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"Bubbles" in foam roof

3 replies [Last post]
Joined: May 28 2003

About 2 years ago (7/03), we got a new foam roof from a company that
is now out of business (they used to advertise extensively on this
site - I'm sure most of you can guess the name of the company...).

We've had no problems with the roof; however, today I noticed
something that concerned me.

I was on the roof cleaning up leaves that drop on to one corner of the
roof. I do this cleaning once a year. I noticed 3 "bubbles" in the
roof (for the lack of a beter term) all within an area of about 18
square inches. The largest bubble was about 5 incles in diameter.

I can easily push down on these bubbles. From my "lay-person"
perpective, I'm guessing these bubbles are in the outer protective
coating layer and not in the main foam layer?

I didn't inspect the entire roof, but from a quick walk-around, I only
saw these bubbles in the area where I was cleaning - i.e. where the
leaves accumulate. The company that installed the roof told me not to
worry about the leaves and that cleaning them up once a year was

So what should I do now? Get someone to inspect the whole roof? Not
worry about the bubbles? Clean up the leaves more than once a year?

Joined: Mar 2 2004

Leaves will plug drains. This is the best reason to remove them. It is a good idea to remove branches and other debris also. The debris could stain the coating over time, but won't damage the coating or shorten its service life. Stepping on broken branches could possibly leave small breaks in the foam coating. This won't make a leak, but would need to be touched-up eventually.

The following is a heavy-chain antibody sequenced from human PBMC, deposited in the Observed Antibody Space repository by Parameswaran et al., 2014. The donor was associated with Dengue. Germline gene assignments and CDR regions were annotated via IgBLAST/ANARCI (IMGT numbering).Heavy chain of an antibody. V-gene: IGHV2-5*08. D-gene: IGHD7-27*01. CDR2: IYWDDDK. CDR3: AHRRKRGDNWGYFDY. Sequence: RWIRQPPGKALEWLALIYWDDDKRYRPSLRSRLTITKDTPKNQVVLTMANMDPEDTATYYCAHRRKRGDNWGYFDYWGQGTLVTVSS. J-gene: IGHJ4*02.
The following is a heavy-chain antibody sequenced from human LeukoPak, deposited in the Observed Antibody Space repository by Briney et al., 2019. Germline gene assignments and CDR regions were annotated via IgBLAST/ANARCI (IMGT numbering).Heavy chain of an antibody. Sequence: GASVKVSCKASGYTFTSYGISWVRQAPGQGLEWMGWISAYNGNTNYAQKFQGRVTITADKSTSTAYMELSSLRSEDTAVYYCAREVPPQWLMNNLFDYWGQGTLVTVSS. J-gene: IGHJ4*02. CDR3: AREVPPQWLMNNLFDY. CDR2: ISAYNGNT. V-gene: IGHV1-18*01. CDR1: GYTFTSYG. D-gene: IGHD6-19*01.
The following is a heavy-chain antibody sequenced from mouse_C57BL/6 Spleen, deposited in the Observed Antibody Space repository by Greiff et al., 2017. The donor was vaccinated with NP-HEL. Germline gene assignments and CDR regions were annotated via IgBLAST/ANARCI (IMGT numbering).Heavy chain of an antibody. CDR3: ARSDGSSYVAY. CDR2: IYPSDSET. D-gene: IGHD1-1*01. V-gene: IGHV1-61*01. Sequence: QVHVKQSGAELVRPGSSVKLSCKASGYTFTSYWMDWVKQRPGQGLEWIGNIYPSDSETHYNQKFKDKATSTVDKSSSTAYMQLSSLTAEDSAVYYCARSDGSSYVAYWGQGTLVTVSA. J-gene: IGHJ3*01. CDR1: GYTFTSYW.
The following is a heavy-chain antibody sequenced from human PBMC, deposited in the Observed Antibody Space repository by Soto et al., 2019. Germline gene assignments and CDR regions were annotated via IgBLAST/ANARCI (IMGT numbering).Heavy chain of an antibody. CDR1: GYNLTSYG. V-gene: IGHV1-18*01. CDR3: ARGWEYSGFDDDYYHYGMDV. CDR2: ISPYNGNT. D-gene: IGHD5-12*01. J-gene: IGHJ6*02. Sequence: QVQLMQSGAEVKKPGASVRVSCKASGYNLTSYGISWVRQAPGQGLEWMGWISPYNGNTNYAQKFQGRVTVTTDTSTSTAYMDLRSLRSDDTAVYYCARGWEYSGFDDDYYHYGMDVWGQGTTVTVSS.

The bubbles you describe can be cut off the roof and sealed back in place using exterior single-component urethane sealant from a building supply or hardware store. Be careful who you consult about your roof. Even a marginal roof application can protect your home for several years. Don't rush to replace a roof because someone wants to sell you a new one. Don't spend a lot of money trying to rescue a marginal roof. This will only make it look better while it's failing. Inspect your roof annually and see if anything else 'pops up'.

Joined: Apr 5 2003

We had a bubble on our roof a couple years ago (and there's a new one forming near the old repair.) Chas, the owner of the non-gone Able Roofing, once told me that foam bubbles are sometimes caused when the foam got applied in two thin layers. The second layer wouldn't stick to the first, so the bubble forms when the two separate and air gets between them. In our cases, the bubbles occur in front of a portion of the roof with an overhanging roof raised two feet above the rest of the roof, so it's likely to have been a place they had trouble spraying the foam in one sweep.

It's good to hear from Randy that these can be fixed with urethane, and don't require respraying the area -- I was assuming the cost of repairing even a small bubble was going to be pricey.


Joined: Mar 2 2004

'Outrageous' describes the situation more accurately. For example, say you hire a contractor to replace a termite eaten board 9 inches by 8 feet in your ceiling. He cuts the foam and underlying materials back from the board for access, then changes the board. You now have a 2 foot by 10 foot hole in your roof. You call us, and the first thing we ask is "Where is the piece of roof you had removed?". Well, the contractor chopped it into little pieces and threw it away. If he had removed the section in large pieces, we could have sealed it back in place for about $200 to $400. If the pieces are cut out neatly, it goes back so you can hardly tell anything was done. The pieces fit perfectly.

Even when it can cost over $2,000 to fix a small hole, we are not enthusiastic about it. It's kind of like getting the concrete truck out to your house to fill in the hole where a brick is missing.

Here is how we want this situation handled; Go to our website and click Contact Us near the top. Click Request Service. Describe your situation in the form. We will respond with appropriate information and maybe a link to a this skylight retro-fit

Avoid calling us in this situation. We don't want to tell you something to tell your contractor. The work doesn't get done properly. If you send us the form from the website, you have the best chance of having the correct personnel give you the information you need to be happy with your roof.

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